This week’s column was written by Michael Hunter’s law partner, Bill Hamel.
Most swimming pools have a list of rules posted somewhere on the premises. We’ve all seen them. The rules contain common sense prohibitions against dangerous pool activities, such as having glass in the pool area and diving into the shallow end.
And almost every set of pool rules contains a statement similar to this: “No one under the age of 18 may use the pool unless accompanied by a parent or guardian.” It makes sense, right?
According to a 2012 federal court opinion from California (Iniestra v. Cliff Warren Investments), a pool rule requiring adult supervision violated the Fair Housing Act (FHA) because it discriminated against families with children.
In explaining its opinion, the federal court found the rule requiring adult supervision to not make perfect sense if its goal was to ensure the safety of all swimmers. The court noted that the Iniestra children, who were competent swimmers, were not allowed in the pool facility without a parent, but yet adults who never swam a day in their life could use the pool facility without supervision. Also illogical was that a certified lifeguard who was under 18 could not use the pool without the presence of a parent or guardian.
Most homeowners’ association boards are aware that the FHA prohibits discrimination on the basis of race, religion, sex, and disability. But the law is much broader. The FHA also prohibits discrimination on the basis of “familial status,” which applies to children that live with a parent or other guardian.
Just as with other forms of discrimination prohibited by the FHA, homeowners’ association boards, their directors, and managers can be sanctioned, ordered to community service or FHA training, and fined. So swim clubs or any other common area or amenity areas where the HOA rules treat children differently than adults could violate FHA and those rules should be vetted for enforceability and potential for FHA liability.
This could include rules designating “adult swim” periods or curfews on children in the common areas or other restrictions for amenity use by children. Other federal cases have held that “adult swim” periods violate the FHA, but suggest that associations can avoid a violation by allowing general “lap swim” periods which are not restricted by age.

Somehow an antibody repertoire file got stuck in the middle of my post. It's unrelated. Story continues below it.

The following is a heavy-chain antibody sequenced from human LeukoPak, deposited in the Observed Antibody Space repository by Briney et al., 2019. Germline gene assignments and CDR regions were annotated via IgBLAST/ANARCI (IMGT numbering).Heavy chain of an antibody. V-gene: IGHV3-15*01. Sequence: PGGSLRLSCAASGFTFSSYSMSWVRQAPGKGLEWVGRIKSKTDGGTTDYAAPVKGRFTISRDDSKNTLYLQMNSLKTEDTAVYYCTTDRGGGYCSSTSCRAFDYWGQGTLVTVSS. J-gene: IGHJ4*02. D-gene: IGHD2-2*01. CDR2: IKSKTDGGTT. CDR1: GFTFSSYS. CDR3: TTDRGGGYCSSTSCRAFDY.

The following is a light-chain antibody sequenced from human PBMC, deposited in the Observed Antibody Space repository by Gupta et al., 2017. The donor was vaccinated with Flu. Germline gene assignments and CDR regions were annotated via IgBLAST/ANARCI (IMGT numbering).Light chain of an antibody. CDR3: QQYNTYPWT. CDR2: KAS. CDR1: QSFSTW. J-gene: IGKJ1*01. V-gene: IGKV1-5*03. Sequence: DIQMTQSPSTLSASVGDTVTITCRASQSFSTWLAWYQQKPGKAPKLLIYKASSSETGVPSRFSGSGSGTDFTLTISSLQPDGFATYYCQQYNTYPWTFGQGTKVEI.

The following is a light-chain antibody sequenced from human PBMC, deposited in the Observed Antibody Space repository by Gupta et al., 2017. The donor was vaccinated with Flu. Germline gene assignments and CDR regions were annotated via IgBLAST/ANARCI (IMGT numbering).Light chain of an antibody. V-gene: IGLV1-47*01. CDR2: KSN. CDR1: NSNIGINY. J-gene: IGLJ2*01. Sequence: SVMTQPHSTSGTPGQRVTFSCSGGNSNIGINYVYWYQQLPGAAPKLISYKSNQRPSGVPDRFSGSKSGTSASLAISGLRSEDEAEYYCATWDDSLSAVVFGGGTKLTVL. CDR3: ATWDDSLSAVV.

Both North Carolina and South Carolina have laws requiring the posting of warning signs at pools that potentially violate the FHA. South Carolina requires a posting that “no children should be in the pool without supervision.” In North Carolina it is necessary to post that “children should not use the swimming pool without adult supervision.”
There are also general state laws requiring parents or guardians to properly supervise juveniles. While federal laws typically trump state laws, logic dictates that some reasonable form of age restrictions relevant to pools would ultimately pass an FHA test as non-discriminatory purely as a safety measure if nothing else.
So how do we make common sense rules for the safety of the people who use our amenities without violating the FHA? The simplest explanation is to make rules as age-neutral as possible. Instead of requiring “supervision by an adult,” we might say “supervised by a competent swimmer.” Instead of having a rule that “children” should not play in the parking areas, we might say that “no one” should play in the parking areas.
The FHA is a complex maze of well-intended protections. Judges, attorneys, and legislators often disagree as to what the FHA means and what it prohibits. On top of that there are exemptions that could apply, such as for a senior-living community where rules regarding children may not violate FHA. Associations should have their policies relating to children reviewed starting with pool rules. Summer is looming.
Charlotte attorney Michael Hunter represents community and condominium associations for the firm of Horack Talley. Email questions to email@example.com. Not every question receives a reply. Find his blog at www.CarolinaCommonElements.com.